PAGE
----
While some products do contain controversial chemicals, many do not. Today’s broad-spectrum sunscreens do a much better job at protecting the skin from UVA and UVB rays, said David Andrews, a senior scientist for the Environmental Working Group (EWG), a consumer organisation that advocates for sunscreen safety.

“Mineral-based sunscreens are not absorbed into the skin and are better for the environment,” Andrews said. “There are many good, safe choices on the market that don’t leave a white cast on the skin.”

Unless accelerated by a tanning bed, skin damage can take years, if not decades to develop, experts say, leaving today’s unwary youth at risk for early skin aging and lethal skin cancers such as melanoma.

“Melanoma is the deadliest cancer known to man,” said Dr Kelly Olino, clinical director of the Smilow Melanoma Program at the Yale Cancer Center in New Haven, Connecticut.

“Melanoma is the only type of cancer where, if it is two millimetres in size, we say, ‘Goodness, this is serious,'” she said. “If you had a two-millimetre colon cancer, we’d be having a parade saying, ‘Wow, we got this one really, really early.'”

Image Credit: IOL


While getting a sunburn appears to be a no-no for many social media gurus, they encourage their followers to get a tan. The reasoning goes like this: As UV exposure is increased, a pigment in the skin called melanin darkens. Melanin has protective properties against UV radiation; therefore, tanning should be encouraged.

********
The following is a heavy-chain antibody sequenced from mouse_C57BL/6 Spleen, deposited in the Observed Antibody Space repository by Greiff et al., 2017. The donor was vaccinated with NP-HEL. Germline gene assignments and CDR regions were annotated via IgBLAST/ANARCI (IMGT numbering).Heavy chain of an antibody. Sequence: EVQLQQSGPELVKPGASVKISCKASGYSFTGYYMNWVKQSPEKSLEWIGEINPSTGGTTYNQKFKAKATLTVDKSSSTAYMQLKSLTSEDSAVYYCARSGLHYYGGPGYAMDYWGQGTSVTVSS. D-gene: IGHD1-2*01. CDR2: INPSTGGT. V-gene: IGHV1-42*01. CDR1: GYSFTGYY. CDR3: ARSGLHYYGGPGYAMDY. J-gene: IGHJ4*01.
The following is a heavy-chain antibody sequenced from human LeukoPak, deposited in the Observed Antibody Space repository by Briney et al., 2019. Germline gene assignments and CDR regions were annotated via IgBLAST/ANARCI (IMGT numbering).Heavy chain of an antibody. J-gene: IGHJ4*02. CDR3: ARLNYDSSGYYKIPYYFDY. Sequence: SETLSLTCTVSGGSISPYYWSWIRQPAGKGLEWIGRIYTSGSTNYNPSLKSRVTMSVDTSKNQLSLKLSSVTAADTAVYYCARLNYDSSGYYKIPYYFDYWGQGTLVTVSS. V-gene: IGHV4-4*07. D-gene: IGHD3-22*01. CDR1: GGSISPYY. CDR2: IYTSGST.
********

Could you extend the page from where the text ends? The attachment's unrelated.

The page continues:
“Slow exposure to the sun allows you to build melanin and protect skin the natural way,” says a TikToker who has gathered over 3 million likes.

“As long as you have a good tan, you don’t need sunscreen. It’s much better to just quietly, slowly build up a tan during the spring,” said a computer scientist interviewed on X, formerly known as Twitter.

That’s just so completely wrong, according to experts.

“Tanning is the body’s response to being damaged, so tanned skin is already damaged skin, and all you’re doing is creating more and more damage,” Olino said.

“In the best case scenario with your ‘base tan’ or sun-damaged skin, the melanin that’s produced gives you an SPF of 2 to 4 or so, and we would never tell people that anything less than 30 SPF would be protective from additional sun damage,” she said.

Sunburn is a sign of cell death | Image Credit: SkinKraft

In fact, a sunburn is much more than a red flag for a little sun damage. It’s a sign of actual cell death, Suozzi explained.

“We see this under the microscope,” she said. “We call them sunburnt cells, and you can see them actually dying. And when they die, the body creates inflammation, and that’s what causes the redness. It’s a very inflammatory process.”

When it comes to vitamin D, 15 minutes of sun on the skin each day is all that is needed, said Andrews, and the skin does not need to be free of sunscreen for that to happen.

“Vitamin D can still be generated when you’re wearing sunscreen,” Andrews said. “You can actually still have that beneficial sun exposure while you’re wearing a sunscreen that’s reducing the risk of sunburn and preventing overexposure to the sun.”

Image Credit: Sharp HealthCare


Social media pundits often espouse ideas that distort a grain of truth, such as pointing to data that shows a simultaneous rise in sunscreen use and new melanoma diagnoses.

“Since sunscreen came out, the rise of skin cancer has only gone up and up,” says one TikTok influencer.